Over 95,000 Whites Have Left South Africa And Here’s Why They’re Leaving


Unlike when hundreds of thousands of whites who left South Africa following the ANC’s landslide election victory in 1994, whites South Africans as you will read, have more justifying reasons to leave South Africa. Do not get this twisted, their reasons for leaving is unrelated, and is not an equivalent to the “back to Africa” movement offering $1 million, a home and a car to every black American who wants to return to South Africa. Yes! According to a new Statistics SA report released, a total of 95,158 whites have left South Africa since 2011. But both movement are totally unrelated except when viewed from the perspective of seeking a better living or “greener pasture”.

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According to the 2015 mid-year population estimates that “contains population estimates at national and provincial level dis-aggregated by age groups, which will be used to inform policy issues in the National Development Plan and provide a basis for planning and policy-making,” a total of 95,158 whites have left South Africa since 2011 whereas 1,067,937 Africans and 40,929 Asians migrated to South Africa within the same period.

Addressing media personnel in a media briefing held on Thursday, 23 July 2015 in Pretoria, Statistician-general Pali Lehohla opined that “It can be assumed and working from theory, migrants tend to go where there is employment and looking at the age structure of Gauteng, you can conclude reasonably well it’s because of the supposed job opportunities there, that migrants are coming in.”

Speaking on white migrationLehohla related a trend among white children. He revealed that most of them after their final year of high school, go elsewhere to gain some experience. He further opined that they are able to do so because “they are better connected,” and equally stated; “there is migration of white people out for a number of reasons.”

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Considering the 2015 mid-year population estimates, the reasons are not far-fetched. For instance, a lot of white engineers had reportedly found employment in Dubai. The United States, New Zealand and the United Kingdom were among the countries South African whites had migrated too.

Lehohla also disclosed that Gauteng happens to be the most preferred province for migration. People are leaving Gauteng but “they are largely out-weighed by those coming in. Gauteng, Western Cape, Mpumalanga and the North West are the provinces receiving quite a lot of population. Limpopo and the Eastern Cape experienced the largest outflow.”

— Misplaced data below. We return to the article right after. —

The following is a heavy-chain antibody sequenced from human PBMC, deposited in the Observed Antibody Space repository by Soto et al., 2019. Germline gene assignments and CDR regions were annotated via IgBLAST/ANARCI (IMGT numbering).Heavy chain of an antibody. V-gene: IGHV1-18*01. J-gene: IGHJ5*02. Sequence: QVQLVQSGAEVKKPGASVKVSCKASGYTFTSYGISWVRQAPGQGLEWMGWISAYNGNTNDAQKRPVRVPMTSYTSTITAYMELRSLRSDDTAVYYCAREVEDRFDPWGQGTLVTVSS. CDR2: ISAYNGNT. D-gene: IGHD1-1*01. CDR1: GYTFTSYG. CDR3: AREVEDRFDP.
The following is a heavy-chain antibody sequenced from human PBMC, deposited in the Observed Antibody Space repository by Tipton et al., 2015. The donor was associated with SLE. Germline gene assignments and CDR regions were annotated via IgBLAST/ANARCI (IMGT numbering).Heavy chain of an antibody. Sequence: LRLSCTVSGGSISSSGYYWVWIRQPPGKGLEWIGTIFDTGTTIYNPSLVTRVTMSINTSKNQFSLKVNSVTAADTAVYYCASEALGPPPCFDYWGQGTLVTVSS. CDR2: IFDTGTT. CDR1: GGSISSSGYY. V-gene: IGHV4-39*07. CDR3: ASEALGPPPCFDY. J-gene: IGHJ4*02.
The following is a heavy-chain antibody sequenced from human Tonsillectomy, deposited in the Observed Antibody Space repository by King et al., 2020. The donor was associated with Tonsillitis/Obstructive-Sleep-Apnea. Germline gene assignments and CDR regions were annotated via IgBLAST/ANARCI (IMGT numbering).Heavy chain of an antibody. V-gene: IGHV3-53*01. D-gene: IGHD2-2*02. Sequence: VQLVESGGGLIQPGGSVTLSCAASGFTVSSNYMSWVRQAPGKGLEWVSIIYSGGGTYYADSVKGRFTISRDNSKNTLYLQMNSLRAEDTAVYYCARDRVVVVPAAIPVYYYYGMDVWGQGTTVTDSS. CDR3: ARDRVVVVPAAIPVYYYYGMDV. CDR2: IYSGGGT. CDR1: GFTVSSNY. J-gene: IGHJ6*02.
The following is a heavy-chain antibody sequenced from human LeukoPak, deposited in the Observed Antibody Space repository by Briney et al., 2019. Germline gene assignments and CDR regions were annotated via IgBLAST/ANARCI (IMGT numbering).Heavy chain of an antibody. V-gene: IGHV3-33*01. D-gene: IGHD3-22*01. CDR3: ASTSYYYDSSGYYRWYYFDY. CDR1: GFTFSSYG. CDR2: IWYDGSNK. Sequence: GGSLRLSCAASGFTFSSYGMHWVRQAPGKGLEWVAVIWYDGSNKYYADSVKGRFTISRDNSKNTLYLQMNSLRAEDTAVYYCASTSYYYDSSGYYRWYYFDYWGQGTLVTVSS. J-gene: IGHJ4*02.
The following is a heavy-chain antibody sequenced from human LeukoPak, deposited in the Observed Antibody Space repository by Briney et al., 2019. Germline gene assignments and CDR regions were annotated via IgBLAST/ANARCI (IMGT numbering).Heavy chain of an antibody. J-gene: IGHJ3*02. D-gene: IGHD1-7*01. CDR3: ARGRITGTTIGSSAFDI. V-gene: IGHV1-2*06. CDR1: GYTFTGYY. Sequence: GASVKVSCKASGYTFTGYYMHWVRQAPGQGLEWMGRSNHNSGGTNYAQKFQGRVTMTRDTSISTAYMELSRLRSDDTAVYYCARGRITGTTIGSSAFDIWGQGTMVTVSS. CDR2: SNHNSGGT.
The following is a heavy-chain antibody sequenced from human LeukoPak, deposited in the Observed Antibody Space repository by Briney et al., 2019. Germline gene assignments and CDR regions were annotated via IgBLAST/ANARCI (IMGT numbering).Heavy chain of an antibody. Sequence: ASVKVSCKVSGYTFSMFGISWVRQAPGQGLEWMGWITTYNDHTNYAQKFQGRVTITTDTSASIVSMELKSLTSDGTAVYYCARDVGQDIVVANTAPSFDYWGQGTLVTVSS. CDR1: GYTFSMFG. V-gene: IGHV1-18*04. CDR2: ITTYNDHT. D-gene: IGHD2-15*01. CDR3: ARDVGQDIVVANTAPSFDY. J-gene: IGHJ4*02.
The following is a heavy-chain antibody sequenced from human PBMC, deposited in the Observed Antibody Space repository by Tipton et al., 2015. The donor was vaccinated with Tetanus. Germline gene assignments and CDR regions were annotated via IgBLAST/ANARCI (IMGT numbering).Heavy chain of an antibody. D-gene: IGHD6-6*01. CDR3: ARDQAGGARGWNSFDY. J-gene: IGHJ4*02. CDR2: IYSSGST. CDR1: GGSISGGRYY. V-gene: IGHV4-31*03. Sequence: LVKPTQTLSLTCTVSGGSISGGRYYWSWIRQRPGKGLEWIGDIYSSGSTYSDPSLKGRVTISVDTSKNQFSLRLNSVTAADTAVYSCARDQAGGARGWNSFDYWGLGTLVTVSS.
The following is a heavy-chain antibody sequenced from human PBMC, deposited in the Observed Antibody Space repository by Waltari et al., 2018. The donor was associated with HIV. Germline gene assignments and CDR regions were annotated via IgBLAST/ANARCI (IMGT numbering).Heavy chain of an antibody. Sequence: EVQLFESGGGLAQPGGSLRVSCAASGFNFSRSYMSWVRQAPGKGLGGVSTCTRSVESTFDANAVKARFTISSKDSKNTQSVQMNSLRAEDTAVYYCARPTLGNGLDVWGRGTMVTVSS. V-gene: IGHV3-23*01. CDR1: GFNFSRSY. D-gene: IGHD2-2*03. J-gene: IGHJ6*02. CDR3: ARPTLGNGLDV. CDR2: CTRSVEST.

Other details revealed are as under-listed:

  • South Africa’s population is expected to hit 54,956,900 in 2015 with 80.5% (44,228,000) blacks/Africans, 8.3% (4,534,000) whites, 8.8% (4,832,900) coloreds and 2.5% (1,362,000) Indians/Asians.
  • The immigration of Indians, Asians, and Africans to South Africa had increased since 2001;
  • Between 2001 and 2010, 58,024 Indians and Asians came to South Africa with 23,355 of them intending to stay permanently;
  • Just as 1,691,922 Africans arrived South Africa between 2001 and 2010 with 769,038 of them intending to make South Africa their homes.
  • Irrespective of the fact that over 95,000 whites had left South Africa since 2011, white migration has however slowed.
  • For between 1986 and 2000, 304,112 white South Africans left the country, and between 2001 and 2005, 133,782 whites emigrated, and dropped to 112,046 between 2006 and 2011.
  • Thus implying 16,888 fewer white South Africans left the country between 2011 and 2015.
  • Gauteng is the most populated province with (13,200,300 people) 24% of the population living there.
  • KwaZulu-Natal follows with 19.9% (10,919,100 people), Eastern Cape comes next with 12.6%(6,916,200 people), followed by Western Cape with 11.6% (6,200,100 people), and Limpopo with 10.4% (5,726,800 of South Africa’s population).
  • Also, Mpumalanga had 7.8% (4,283,900) of South Africa’s population, North West follows with 6.7% (3,707,000), and then Free State with 5.1% (2,817,900) of South Africa’s population.
  •  Northern Cape is the least populated province in South Africa with only 2.2% (1,185,600) of the country’s population.

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